The Money Supply’s Role in Stock Market Growth


The stock market is a complex and dynamic entity that reflects the state of the economy and various underlying factors. Recent trends in the global financial landscape have raised concerns about the potential for a reverse US stock market crash, similar to Argentina’s experience. Additionally, the strength of the US dollar, inflationary pressures, and the relationship between the stock market and the money supply warrant careful examination. This article aims to provide insights into these issues, highlighting the implications for investors and the potential risks involved.

The Argentina Stock Market Surge Amidst Currency Collapse

The Argentinian stock market experienced an astonishing surge of 3500% since March 2020. However, this growth is not indicative of a booming economy but rather the result of the collapse of the Argentine Peso. The currency lost 84% of its value against the US dollar, with an additional 50% devaluation recently. This situation underscores the importance of understanding the role of currency devaluation in stock market performance.

Argentine peso to US Dollar

There is growing concern about the possibility of a reverse stock market crash in the United States, similar to what occurred in Argentina. While the US dollar remains strong overall, recent weakness can be attributed to the Federal Reserve’s plans for interest rate cuts. It is important to note that the long-term trend of the US dollar has been upward over the past 15 years.

US Dollar currency Index

Understanding Currency Devaluation and Purchasing Power

The US dollar index, which measures the currency’s exchange rate against other currencies, does not provide a comprehensive picture of whether all currencies are losing purchasing power. The US dollar can remain strong against other currencies while all currencies collectively decline. Adjusting the stock market’s impressive 5000% growth since 1970 for inflation reveals a more modest real growth of only 500%, underscoring the significance of currency debasement.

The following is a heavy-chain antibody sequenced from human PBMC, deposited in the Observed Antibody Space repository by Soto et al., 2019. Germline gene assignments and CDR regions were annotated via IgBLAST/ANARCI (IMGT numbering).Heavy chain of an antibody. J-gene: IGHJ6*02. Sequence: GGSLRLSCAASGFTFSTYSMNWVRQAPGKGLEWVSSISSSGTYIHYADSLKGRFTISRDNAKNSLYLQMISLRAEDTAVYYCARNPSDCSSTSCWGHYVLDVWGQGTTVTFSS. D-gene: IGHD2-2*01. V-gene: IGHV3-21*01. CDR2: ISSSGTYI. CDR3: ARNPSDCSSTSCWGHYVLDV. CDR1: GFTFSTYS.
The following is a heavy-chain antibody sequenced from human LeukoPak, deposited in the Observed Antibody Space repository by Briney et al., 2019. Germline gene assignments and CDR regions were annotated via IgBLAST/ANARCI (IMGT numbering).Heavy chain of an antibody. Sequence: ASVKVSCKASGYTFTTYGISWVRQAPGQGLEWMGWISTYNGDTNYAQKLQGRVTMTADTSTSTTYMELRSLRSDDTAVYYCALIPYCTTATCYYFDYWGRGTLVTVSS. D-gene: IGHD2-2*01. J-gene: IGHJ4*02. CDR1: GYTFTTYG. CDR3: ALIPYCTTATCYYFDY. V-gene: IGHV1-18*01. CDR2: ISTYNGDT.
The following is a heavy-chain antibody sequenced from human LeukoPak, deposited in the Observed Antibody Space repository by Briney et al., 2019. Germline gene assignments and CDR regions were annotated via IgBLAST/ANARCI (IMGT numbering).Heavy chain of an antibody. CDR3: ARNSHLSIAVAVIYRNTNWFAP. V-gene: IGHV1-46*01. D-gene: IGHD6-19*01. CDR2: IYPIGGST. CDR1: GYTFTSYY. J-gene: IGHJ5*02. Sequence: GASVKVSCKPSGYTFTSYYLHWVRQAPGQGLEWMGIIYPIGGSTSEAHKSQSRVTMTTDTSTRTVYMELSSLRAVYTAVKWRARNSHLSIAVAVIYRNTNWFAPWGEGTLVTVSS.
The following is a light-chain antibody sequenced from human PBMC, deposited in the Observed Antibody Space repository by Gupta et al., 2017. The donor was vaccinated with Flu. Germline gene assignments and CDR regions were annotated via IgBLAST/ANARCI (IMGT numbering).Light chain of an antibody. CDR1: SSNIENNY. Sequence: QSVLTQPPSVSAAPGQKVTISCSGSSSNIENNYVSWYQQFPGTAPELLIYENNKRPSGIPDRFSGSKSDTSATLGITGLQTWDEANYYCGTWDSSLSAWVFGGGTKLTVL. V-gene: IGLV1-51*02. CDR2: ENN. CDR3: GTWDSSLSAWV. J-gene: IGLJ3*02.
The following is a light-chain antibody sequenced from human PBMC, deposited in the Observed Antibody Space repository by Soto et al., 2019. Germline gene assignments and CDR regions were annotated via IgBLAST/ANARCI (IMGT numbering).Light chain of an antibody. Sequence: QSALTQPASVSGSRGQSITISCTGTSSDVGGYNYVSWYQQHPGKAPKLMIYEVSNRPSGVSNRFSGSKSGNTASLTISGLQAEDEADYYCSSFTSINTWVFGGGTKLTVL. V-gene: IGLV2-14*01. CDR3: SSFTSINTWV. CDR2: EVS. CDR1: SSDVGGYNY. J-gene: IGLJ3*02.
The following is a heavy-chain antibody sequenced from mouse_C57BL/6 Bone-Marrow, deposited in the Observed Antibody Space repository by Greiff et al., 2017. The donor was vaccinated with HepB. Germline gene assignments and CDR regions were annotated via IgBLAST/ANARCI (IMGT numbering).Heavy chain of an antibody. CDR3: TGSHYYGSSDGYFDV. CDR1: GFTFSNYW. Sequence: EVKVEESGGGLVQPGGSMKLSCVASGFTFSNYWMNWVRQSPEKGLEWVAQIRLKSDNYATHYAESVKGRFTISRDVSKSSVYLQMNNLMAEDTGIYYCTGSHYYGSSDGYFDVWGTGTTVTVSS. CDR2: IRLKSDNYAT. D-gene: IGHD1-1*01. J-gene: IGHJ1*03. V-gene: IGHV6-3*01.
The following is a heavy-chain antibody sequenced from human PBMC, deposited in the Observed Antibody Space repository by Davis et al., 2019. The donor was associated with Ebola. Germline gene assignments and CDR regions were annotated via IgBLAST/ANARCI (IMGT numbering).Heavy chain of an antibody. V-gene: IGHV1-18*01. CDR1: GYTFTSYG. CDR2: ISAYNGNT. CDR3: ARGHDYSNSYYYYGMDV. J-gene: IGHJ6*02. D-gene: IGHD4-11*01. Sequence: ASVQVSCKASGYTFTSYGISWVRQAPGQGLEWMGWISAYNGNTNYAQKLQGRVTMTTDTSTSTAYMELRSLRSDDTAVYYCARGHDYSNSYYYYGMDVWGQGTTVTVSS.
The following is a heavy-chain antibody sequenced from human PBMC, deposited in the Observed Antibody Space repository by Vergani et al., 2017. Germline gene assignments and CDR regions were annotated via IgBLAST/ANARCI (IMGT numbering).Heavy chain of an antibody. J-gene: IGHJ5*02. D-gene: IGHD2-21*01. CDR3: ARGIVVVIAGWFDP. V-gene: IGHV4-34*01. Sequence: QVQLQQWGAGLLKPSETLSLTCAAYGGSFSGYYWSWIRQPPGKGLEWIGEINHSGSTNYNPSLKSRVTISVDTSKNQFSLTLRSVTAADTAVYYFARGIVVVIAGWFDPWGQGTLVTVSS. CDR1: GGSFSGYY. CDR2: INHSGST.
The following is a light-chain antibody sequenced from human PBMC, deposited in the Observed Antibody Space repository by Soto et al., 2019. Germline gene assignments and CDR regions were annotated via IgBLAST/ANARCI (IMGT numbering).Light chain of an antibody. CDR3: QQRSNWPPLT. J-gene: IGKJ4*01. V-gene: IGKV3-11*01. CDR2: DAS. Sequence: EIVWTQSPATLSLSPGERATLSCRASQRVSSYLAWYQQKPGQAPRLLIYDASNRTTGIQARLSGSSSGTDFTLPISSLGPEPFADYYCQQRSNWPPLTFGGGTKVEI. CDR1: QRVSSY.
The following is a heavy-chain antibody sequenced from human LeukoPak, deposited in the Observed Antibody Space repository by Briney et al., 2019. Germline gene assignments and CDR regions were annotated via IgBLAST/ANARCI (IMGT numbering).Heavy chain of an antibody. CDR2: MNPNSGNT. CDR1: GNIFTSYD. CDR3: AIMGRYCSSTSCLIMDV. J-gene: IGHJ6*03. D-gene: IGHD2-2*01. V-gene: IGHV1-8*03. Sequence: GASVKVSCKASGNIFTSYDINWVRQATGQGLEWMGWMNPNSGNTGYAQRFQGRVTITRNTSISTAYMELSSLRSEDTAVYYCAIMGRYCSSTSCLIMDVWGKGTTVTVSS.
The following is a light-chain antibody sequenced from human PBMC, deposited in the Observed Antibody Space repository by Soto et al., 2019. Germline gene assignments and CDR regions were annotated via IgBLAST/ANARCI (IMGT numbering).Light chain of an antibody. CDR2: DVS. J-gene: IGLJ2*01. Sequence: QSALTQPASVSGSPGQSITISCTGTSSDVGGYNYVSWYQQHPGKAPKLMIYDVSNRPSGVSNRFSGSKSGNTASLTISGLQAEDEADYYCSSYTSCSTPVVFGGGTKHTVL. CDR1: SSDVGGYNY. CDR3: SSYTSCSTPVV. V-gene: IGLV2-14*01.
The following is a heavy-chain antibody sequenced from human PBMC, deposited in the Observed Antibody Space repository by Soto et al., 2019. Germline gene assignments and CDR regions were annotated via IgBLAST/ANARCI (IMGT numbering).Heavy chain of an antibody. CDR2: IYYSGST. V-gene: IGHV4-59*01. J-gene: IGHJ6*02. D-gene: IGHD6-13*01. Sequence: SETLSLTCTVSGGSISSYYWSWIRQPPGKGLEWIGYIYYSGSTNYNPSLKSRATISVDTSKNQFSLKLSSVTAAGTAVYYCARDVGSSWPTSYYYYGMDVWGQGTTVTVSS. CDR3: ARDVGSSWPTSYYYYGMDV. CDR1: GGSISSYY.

S&P 500 Returns

Stocks have historically served as a hedge against inflation, protecting against the erosion of purchasing power. When inflation occurs, businesses can raise prices, maintaining profit margins even as raw material costs increase. Consequently, stock prices tend to rise as revenues naturally grow with inflation, safeguarding investors’ purchasing power.

While the US dollar’s exchange rate may appear stable over the past 50 years, it masks the currency’s declining value relative to goods and assets. Prices of essential items such as food, housing, oil, and gold have substantially risen during this period, raising questions about the future of this trend.

US Dollar index

The Role of Money Supply in Stock Market Performance

To predict future trends in the stock market, it is crucial to examine the money supply, which refers to the total amount of US dollars in the financial system. The increase in the money supply tends to drive prices higher and has historically correlated with stock market growth. Both the stock market and the money supply have expanded by over 4,500% since 1970. While the money supply generally influences the stock market, there are periods of divergence, like the 50% declines in 2001 and 2008.

US Money supply dan stock market

The Relationship Between the Stock Market and the Money Supply

Analyzing the S&P 500-to-money supply ratio reveals that since 1968, the S&P 500 hasn’t outpaced the money supply consistently. Swings in the S&P 500 are tied to the strength of the American economy. In the late 1990s, the S&P 500 surged due to a booming economy, whereas, during the 2008 recession, the S&P 500 declined relative to the money supply.

S&P 500 Index to money supply ratio

Currently, the S&P 500 is rising relative to the money supply, similar to the 1990s. History repeating could mean a 40% surge beyond the money supply, like the Dot Com bubble. However, during recessions, the stock market tends to decline compared to the total money supply. A return to 1970s/80s levels could lead to a 60% fall in the S&P 500 relative to the money supply.

S&P 500 Index M2 Money supply ratio


Understanding the interplay between currency devaluation, the money supply, and stock market performance is essential for investors seeking to navigate the dynamic and often unpredictable financial landscape. While recent trends worry investors about a potential for a reverse stock market crash in the US, historical analysis highlights the importance of economic conditions and the money supply’s impact on the stock market. Click here to get free trial for 7 days! Subscribe to our YouTube channel and Follow us on Twitter for more updates!

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